Grand Return

January 14, 2019

In December at Sun Peaks Mountain near Kamloops, where I spend time with my family during the winter holiday, I stood at the crest of the ski run “Grand Return” with a sense of wonder. This was my second day of skiing, which was amazing to me because last year I was too sick to ski even once. It had been like that every winter for almost three decades; I intermittently managed to gear up and drag myself out on the slopes for half a day during those trips to the mountain, one of my countless forms of heroic effort to act like a healthy person while internal chaos raged on.

On this day I felt triumphant. Though admitting the expected thigh burn and backache that comes from the season’s breaking in of unrehearsed skier’s legs, I basked in spontaneous appreciation for the taste of high mountain air. There was uninterrupted pleasure in the beauty of snowed-in trees and the skillful navigation of my route down the trail. Everything: brisk and white and free of agony. Before, I could only attempt to manufacture appreciation and pleasure while longing at each turn to lie down again, to engage with the customary ritual of begging my pillow and my medicine cabinet to help me bear the next moment.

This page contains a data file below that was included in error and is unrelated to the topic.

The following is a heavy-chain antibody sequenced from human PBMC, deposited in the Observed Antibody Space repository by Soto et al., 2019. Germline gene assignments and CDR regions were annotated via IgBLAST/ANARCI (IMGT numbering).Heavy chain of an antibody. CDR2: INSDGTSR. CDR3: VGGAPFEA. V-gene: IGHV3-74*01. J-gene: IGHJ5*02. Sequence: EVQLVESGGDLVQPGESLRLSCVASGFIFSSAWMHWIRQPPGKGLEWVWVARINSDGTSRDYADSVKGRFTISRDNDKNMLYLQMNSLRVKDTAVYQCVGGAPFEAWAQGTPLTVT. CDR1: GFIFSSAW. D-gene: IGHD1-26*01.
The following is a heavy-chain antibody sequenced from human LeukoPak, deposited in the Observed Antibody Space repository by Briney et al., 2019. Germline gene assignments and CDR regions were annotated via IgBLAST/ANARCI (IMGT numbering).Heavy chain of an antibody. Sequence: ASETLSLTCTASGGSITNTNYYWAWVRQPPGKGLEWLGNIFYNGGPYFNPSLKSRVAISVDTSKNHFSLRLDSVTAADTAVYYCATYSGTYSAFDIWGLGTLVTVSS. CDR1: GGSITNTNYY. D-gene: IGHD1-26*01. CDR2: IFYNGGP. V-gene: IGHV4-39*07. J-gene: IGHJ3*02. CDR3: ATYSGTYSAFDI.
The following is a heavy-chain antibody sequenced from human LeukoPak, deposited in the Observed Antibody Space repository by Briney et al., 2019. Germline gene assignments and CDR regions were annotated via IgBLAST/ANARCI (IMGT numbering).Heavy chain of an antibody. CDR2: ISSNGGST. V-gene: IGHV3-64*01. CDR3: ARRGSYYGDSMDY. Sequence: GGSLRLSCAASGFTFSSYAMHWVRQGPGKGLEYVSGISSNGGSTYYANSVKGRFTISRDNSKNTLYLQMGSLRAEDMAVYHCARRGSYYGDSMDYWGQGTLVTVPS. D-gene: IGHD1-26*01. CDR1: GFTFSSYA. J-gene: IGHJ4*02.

This day was a symbol of my own Grand Return.

It’s a very prophetic idea, the Grand Return. As I stood atop the mountain, seeing the name gave rise in my mind to the old adage of having been “to hell and back.” Of course, one can never go back as life only moves forward, ever forward. But one of the most meaningful aspects of chronic disease recovery is the return of one’s ability to accomplish and enjoy everyday activities. They just happen. You can smile with them and learn from them, without the momentous weight you carry as your vital energy is consumed in managing the most basic physiologically generated necessities of survival—which have somehow gone haywire.

There’s a childlike feeling that comes upon me in moments like this. Ski! Play! Grow! If I had to take a long sojourn in hell to have a chance to play in my childlike feelings for the rest of my life, then hell had its rightful place in my Grand Scheme of Things.